They all had wrestling ability on differing levels, matches of varying quality, and every one deserves to be considered worthy of wrestling’s pantheon. They are the greats, plain and simple.
Yet I would venture that every single one trails Bret Hart on one thing in particular: the singular focus on being the very best inside the wrestling ring.
This is the kind of sentence that generates a headline, then gossipy bad takes that imagine wrongly that infer a slur against anyone else. Some will also take it as me saying Bret is the greatest wrestler of all time.
I am not attempting to imply any of these things. I am simply pointing out what it is a rather astonishing observation: almost every wrestler to ever get to the top of the industry has been able to count on something other than simply their in-ring skill to assist them.
Bret Hart was in great shape, but not visibly imposing. He turned into a good talker, but it took many years. He had no discernible gimmick, other than being himself.
And yet, despite on paper lacking some of the aspects that one-dimensional critics tell you that Vince McMahon desires, Hart elbowed, leg-swept, back-broke and Sharpshootered his way into the highest echelon going.
The first wrestling show ever shown to me was Summerslam 1991. I was aware of wrestlers’ names from Daniel Swan’s Top Trumps set that we used to play with at playtime when it was too wet to kick our foam football around, but I had no pre-conceptions of any of them when I saw this show from Madison Square Garden. The muscled-up Hogan and Warrior were victorious, The Mountie went to the clink for the night, and Virgil claimed a belt covered in the letter S. But one thing stood out for me.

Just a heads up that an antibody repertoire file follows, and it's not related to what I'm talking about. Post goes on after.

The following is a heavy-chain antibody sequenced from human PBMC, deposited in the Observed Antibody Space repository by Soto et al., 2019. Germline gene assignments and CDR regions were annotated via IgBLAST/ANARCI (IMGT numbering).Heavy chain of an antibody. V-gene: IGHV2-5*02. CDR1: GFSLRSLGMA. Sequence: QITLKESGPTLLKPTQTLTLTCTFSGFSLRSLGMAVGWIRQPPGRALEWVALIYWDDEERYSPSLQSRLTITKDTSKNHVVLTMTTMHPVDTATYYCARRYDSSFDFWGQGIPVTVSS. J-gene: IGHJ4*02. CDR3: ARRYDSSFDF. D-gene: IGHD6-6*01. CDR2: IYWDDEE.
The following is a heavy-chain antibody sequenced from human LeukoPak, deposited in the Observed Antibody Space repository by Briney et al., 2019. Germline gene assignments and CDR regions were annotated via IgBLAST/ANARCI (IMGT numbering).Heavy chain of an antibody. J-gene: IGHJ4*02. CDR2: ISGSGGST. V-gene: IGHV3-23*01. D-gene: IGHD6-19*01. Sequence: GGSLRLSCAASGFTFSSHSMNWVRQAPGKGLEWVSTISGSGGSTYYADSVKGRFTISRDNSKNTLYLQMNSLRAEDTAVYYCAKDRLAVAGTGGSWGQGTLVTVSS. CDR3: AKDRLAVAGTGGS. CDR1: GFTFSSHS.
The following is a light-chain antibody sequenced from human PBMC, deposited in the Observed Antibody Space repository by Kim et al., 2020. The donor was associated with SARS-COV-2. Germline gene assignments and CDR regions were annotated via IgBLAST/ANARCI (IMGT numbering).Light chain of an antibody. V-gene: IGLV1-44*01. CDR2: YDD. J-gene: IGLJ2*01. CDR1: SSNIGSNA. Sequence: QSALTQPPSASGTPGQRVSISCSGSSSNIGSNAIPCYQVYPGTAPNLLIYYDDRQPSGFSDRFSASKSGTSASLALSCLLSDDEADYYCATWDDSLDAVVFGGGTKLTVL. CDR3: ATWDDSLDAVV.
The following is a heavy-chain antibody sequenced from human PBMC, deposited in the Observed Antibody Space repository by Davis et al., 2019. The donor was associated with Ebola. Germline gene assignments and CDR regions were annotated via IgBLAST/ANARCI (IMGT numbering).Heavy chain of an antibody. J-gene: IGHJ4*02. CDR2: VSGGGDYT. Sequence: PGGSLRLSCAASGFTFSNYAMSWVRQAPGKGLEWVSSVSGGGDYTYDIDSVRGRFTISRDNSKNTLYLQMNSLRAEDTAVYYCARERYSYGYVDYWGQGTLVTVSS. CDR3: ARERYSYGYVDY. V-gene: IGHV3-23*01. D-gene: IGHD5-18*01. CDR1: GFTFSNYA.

I do not believe I ever had a notion that wrestling was real. I have no recollection of a ‘Santa Claus’ revelation, a ‘have-you-heard’ rumour ripping through the playground and devastating a generation who believed in those Irish whips and monkey flips. I think it was explained to me before I ever switched the show on.
I do, though, remember watching Bret Hart and Curt Hennig wrestle for the Intercontinental Championship and marvelling at how realistic these two made it. A little over 20 minutes after watching the man in pink and black for the first time, I celebrated his title win. I had a new hero.
Everything The Hitman did smacked of realism. My cynical young mind realised these guys were stamping when they punched and that they had a habit of putting their head down to be kicked after their counterpart hit the ropes, but Bret added moments to his arsenal that made you believe.
He would headbutt his opponent, but rub his own head, selling the effect. He took a turnbuckle front-first, rightly imitating what would happen if you were out of control, rather than conveniently spinning round at the last moment.